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Old 12-28-2012, 10:51 AM   #11
The Spaceman
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How on earth did Guzzi manage to build a vibration issue into a 90-degree V-Twin? A super smooth engine should have been a big plus for the Racer over the Thrux. It's a shame. And I have a feeling that the number-plate stuff would get old sooner than later...if it was a one-off custom, sure, but the first time you see another one at Bike Night, it's going to suck.

I liked the side-by-side comparison photos of each bike's ergonomics. Seeing the angles and distances in print doesn't help much compared to photos of a rider on each bike.
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Old 12-28-2012, 01:16 PM   #12
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Default Thruxton Love

The Guzzi looks good but for my money I'll have a Thruxton. It should be about 50 lbs. lighter though. I thought the ergonomics on the Triumph were very comfortable when inspected in Long Beach. It seemed like you were sitting in the bike not on it. It is definitely in my top five. As usual you guys really do a good job with these reviews.
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Old 12-28-2012, 01:23 PM   #13
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Originally Posted by The Spaceman View Post
I liked the side-by-side comparison photos of each bike's ergonomics. Seeing the angles and distances in print doesn't help much compared to photos of a rider on each bike.
We set up those pics for exactly that purpose. Glad it was appreciated!
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Old 12-28-2012, 04:09 PM   #14
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Interesting comparison. I really want to like the Guzzi for it's sound and looks, but it is 25 hp shy of being of interest. Would be a really cool bike with 65 easy going hp for the same price. A single cylinder DRZ 400 (with a pipe and a real carb on it, not the CV) cranks out more ponies(43ish) than that thing. Are you sure there was not an Italian shop rag left in the intake?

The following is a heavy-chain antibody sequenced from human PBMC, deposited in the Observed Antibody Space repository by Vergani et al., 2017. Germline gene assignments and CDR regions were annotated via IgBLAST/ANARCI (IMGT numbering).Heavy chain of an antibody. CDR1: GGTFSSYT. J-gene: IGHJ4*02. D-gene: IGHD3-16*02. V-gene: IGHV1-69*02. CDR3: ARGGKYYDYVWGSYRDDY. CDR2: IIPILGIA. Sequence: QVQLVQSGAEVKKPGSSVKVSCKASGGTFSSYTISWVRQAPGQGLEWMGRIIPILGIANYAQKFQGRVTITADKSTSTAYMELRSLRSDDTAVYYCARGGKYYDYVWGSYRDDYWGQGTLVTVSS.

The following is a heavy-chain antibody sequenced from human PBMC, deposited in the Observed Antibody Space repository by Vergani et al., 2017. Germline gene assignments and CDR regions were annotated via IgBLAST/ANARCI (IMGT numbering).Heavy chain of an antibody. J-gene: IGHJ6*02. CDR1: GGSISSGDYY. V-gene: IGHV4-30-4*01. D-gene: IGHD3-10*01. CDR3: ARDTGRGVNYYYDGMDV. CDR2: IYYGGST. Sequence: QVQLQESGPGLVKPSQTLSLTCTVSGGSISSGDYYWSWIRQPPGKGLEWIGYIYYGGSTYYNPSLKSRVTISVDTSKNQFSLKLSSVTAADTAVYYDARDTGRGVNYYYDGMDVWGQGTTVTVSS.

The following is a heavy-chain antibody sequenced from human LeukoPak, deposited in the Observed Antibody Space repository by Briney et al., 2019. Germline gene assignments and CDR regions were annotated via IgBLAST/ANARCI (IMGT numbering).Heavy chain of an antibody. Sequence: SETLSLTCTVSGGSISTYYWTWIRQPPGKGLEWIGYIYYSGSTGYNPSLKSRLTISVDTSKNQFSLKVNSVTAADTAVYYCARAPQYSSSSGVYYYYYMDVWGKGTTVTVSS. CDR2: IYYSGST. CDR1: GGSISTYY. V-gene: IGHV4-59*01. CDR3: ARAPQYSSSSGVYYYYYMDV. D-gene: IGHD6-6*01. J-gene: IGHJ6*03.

The Triumph is a good bike. Reliable as can be, fun but not stupid power, very handy to ride, looks nice. It would be a sweet additional bike.

Lusting after their triples though. Cake and eat it too bikes. Cool sound and they all have good power for their displacements. The Tiger 800 is of interest. Not retro of course, but just talking a fun to ride and go wherever balanced motorcycle that is of a bombproof and easy to keep nature.
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Old 12-28-2012, 06:06 PM   #15
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Actually there have been cafe style Triumphs for a bit longer than 10 years. As I recall Triumphs (and Beezers and Nortons) were the original cafe racers. Sportsters were built to meet the demand for lighter bikes that US servicemen brought back from Britain after WWII as well. Like cruisers and choppers it was users who customized the stock bikes. Many years later the factories caught on with the GPz-style bikes that morphed into Gixxers, etc. The evolution of the whole thing is very interesting.
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Old 12-29-2012, 06:04 PM   #16
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Originally Posted by sliphorn View Post
The Guzzi isn't about power. Sort of like the 883 Sporty. It's a whole different ball game. I rode the V7 Stone and it was plenty 'nuff for it's intended role.
In fact, I enjoyed it because of what it is. I've got a 1050 Sprint for madness. The V7 is just plain FUN.

I recommend a test ride.
I know Guzzis aren't about power. If they were, the V7 would be at least 50 hp shy of the mark. It deserves to produce at least 50 or 60 hp to avoid being relegated to the fashionista poseur brigade, a bit like Harleys and as a former Guzzi owner I would have hoped Guzzi would never have stooped that low. Hell even the original V7 way back in 1974 made 62hp! I guess the best solution is to buy an old 850 Lemans (with about 75hp) and build your own proper cafe racer. Now that would have the looks and be properly fun to ride.

Last edited by Fangit1 : 12-30-2012 at 01:27 AM.
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